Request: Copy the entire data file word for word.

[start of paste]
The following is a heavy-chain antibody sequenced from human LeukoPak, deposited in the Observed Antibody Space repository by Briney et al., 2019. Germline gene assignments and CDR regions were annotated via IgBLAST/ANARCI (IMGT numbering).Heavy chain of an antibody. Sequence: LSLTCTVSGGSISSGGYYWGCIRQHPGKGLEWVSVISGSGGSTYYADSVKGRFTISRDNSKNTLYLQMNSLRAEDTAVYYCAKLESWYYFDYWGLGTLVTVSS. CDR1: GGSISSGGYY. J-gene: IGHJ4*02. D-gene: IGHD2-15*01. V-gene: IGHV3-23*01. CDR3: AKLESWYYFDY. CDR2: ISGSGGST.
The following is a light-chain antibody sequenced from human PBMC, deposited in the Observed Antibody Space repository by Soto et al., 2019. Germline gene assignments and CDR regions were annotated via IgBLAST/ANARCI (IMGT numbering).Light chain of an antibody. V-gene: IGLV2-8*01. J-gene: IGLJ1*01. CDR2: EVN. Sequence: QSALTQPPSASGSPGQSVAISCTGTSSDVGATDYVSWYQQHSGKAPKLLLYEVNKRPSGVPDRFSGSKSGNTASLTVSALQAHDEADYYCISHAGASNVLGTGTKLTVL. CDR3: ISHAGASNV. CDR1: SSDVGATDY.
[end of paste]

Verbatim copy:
The following is a heavy-chain antibody sequenced from human LeukoPak, deposited in the Observed Antibody Space repository by Briney et al., 2019. Germline gene assignments and CDR regions were annotated via IgBLAST/ANARCI (IMGT numbering).Heavy chain of an antibody. Sequence: LSLTCTVSGGSISSGGYYWGCIRQHPGKGLEWVSVISGSGGSTYYADSVKGRFTISRDNSKNTLYLQMNSLRAEDTAVYYCAKLESWYYFDYWGLGTLVTVSS. CDR1: GGSISSGGYY. J-gene: IGHJ4*02. D-gene: IGHD2-15*01. V-gene: IGHV3-23*01. CDR3: AKLESWYYFDY. CDR2: ISGSGGST.
The following is a light-chain antibody sequenced from human PBMC, deposited in the Observed Antibody Space repository by Soto et al., 2019. Germline gene assignments and CDR regions were annotated via IgBLAST/ANARCI (IMGT numbering).Light chain of an antibody. V-gene: IGLV2-8*01. J-gene: IGLJ1*01. CDR2: EVN. Sequence: QSALTQPPSASGSPGQSVAISCTGTSSDVGATDYVSWYQQHSGKAPKLLLYEVNKRPSGVPDRFSGSKSGNTASLTVSALQAHDEADYYCISHAGASNVLGTGTKLTVL. CDR3: ISHAGASNV. CDR1: SSDVGATDY.